It was during the Great Depression that Bonnie Parker and Clyde Barrow went on their two-year crime spree (1932-1934). The general attitude in the country was against government and Bonnie and Clyde used that to their advantage. With an image closer to Robin Hood rather than mass murderers, Bonnie and Clyde captured the imagination of the nation.
In some ways it was easy to romanticize Bonnie and Clyde. They were a young couple in love who were out on the open road, running from the "big, bad law" who were "out to get them." Clyde's impressive driving skill got the gang out of many close calls, while Bonnie's poetry won the hearts of many. Although Bonnie and Clyde had killed people, they were equally known for kidnapping policemen who had caught up to them and then driving them around for hours only to release them, unharmed, hundreds of miles away. The two seemed like they were on an adventure, having fun while easily side-stepping the law.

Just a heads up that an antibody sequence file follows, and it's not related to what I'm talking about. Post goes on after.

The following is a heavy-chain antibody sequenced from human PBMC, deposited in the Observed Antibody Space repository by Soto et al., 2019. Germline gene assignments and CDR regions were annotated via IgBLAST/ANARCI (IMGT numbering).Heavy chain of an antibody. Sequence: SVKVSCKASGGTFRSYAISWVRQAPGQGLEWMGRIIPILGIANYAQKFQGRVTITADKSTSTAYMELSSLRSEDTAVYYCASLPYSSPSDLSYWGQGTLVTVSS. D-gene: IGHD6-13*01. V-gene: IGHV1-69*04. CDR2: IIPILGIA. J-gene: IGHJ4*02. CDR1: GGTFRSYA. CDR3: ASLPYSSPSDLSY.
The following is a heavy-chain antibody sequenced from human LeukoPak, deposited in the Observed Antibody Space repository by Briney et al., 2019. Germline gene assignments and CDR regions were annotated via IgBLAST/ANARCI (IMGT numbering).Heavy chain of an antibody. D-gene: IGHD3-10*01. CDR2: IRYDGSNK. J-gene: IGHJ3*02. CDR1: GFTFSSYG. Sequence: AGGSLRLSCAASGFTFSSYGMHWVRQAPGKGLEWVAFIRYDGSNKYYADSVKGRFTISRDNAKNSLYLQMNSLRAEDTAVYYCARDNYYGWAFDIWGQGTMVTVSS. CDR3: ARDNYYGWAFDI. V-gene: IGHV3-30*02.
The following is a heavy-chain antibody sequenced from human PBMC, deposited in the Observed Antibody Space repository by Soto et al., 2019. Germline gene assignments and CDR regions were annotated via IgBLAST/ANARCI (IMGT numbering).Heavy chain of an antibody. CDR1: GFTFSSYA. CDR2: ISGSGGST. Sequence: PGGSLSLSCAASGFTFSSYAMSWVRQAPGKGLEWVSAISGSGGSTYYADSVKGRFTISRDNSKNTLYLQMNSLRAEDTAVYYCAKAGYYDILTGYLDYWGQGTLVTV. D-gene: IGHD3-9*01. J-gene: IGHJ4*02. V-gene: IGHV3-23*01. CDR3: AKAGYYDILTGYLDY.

As with any image, the truth behind Bonnie and Clyde was far from their portrayal in the newspapers. Bonnie and Clyde were responsible for 13 murders, some of whom were innocent people, killed during one of Clyde's many bungled robberies. Bonnie and Clyde lived out of their car, stealing new cars as often as possible, and lived off the money they stole from small grocery stores and gas stations. Sometimes Bonnie and Clyde would rob a bank, but they never managed to walk away with very much money. Bonnie and Clyde were desperate criminals, constantly fearing what they were sure was to come -- dying in a hail of bullets from a police ambush.